When we think of job interviews, we tend to conjure up an image of a candidate eager to make a good impression – and emphasise their skills, abilities and achievements in a high-pressured environment.
But many of us tend to forget a job interview is actually a two-way street. While it’s a chance for a candidate to impress an employer, it’s also an opportunity for a company to hire someone well-qualified, who may well have other job offers.
With this in mind, it’s important for an employer to make a good impression when conducting a job interview – to avoid losing out on skilled workers.
“As an employer, the reason for impressing candidates at the interview stage is simple. You want the best people working in your business,” says Jolene Foley, HR manager at Vouchercloud.
“Today, hiring managers aren’t in the position to pick and choose the candidate – especially in niche roles. Job seekers now get to choose between a range of companies with competitive offers. Turning a candidate off at the interview is a surefire way to send talented people straight to your competition.”
Remember that it’s not just the candidate’s job to impress you, Foley adds. “It’s your job to make the candidate feel welcome, appreciated, and that your company is one of the best around.
In addition, an interview is also likely to be the first impression a job applicant has of a business.
“Sure, they may look it up online and read some reviews, but ultimately it is the first time they enter the building and interact with those conducting the interview when they will be able to form a lasting impression of the company,” says Kate Palmer, associate director of advisory at the HR and employment law firm Peninsula.
While the company is judging the candidate, they are also, in turn, being judged. It’s important to behave professionally, which means no snide remarks about your boss or negative comments about other employees or candidates. Even if meant as a joke, it can indicate a toxic environment that may well put off potential employees.
“The applicant will be observing company culture, alongside its professionalism, to decide whether this is the place they want to work if they were successful in their interview. In short, getting the interview process right can be crucial to securing the candidate that a company wants,” Palmer says.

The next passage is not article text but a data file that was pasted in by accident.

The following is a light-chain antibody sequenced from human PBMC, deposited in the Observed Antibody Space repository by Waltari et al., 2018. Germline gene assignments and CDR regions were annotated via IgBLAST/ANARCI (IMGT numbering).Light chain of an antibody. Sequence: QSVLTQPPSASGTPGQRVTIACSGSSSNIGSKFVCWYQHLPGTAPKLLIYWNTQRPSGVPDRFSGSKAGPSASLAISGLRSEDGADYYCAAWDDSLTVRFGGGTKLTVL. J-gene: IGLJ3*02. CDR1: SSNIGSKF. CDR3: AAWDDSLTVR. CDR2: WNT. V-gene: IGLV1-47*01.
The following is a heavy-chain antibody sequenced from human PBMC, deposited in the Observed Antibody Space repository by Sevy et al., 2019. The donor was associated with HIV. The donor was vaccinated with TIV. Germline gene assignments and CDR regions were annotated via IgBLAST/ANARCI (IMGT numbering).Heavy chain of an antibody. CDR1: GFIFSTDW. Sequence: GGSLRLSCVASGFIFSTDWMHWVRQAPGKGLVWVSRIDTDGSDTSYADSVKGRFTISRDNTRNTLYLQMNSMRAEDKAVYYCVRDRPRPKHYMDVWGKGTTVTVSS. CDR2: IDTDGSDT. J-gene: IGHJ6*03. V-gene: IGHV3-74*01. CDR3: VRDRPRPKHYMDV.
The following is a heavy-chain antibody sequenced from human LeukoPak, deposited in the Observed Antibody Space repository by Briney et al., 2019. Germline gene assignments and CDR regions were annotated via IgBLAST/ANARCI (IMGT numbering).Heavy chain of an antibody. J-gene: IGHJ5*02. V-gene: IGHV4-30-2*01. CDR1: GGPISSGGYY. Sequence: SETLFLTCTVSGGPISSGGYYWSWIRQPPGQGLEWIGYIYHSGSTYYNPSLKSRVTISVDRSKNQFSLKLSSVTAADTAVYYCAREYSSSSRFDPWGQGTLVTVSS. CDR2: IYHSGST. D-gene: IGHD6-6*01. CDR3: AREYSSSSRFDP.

Here are some essential tips to impress a candidate and ensure a fair, impartial hiring process.
There’s nothing that says unprofessional like being unprepared for an interview. While it’s good to encourage a relaxed atmosphere, it’s still important to know what you want to ask to avoid wasting the candidate’s time.
“My best tip for employers looking to impress candidates is this: be respectful of the time a candidate is investing in your hiring process,” Foley says. “Don’t just look at their CV when you get into the room. Do your research ahead of time, and ask relevant questions that prove you’ve done your research.”
Palmer says a list of questions should be created before the interview that are based on the particular job role and documents such as the job description or person specification.
“Each candidate must be asked the same questions to give them equal opportunity and questions related to protected characteristics should be avoided entirely,” she says. “Consistency and fairness across all interviews is a must to ensure applicants are not placed at a disadvantage in comparison to others.”
Ask if any reasonable adjustments need to be made
Interviewing employers are under a legal duty to make reasonable adjustments to remove any barriers disabled candidates may face, Palmer explains.
Therefore, it’s a good idea to ask interviewees whether they need any adjustments making before the interviews start to allow these to be put in place. “Typical adjustments might be to change the location of the interview room, amend the timing of the interview or change the format of any recruitment tests used to assess the candidate,” she adds.
Ensure the company seems welcoming
Being interviewed is a nerve-wracking process, even for the most experienced professionals. It’s important to make sure candidates are welcomed warmly to a company and to avoid keeping them waiting for a long time, which may suggest a lack of organisation.
“Prior to the interview, make sure that the candidate is given clear instructions on where to go and, if necessary, any preparations that they should do beforehand,” Palmer says.
Sell the company
Finally, it’s important to make sure the candidate is aware of any perks associated with the company. While they will be trying to impress you with their experience and skills, it may be that they have other job offers on the table or interviews to attend – so you want to encourage them to take your job, if they are the right fit.
“Talk about social events, pay benefits or other opportunities that the business offers, such as training and development, that may serve to sway their decision,” Palmer says.
“Forward-thinking businesses that are willing to adapt to the needs of a modern workforce are more likely to be successful both in attracting skilled individuals and keeping them.”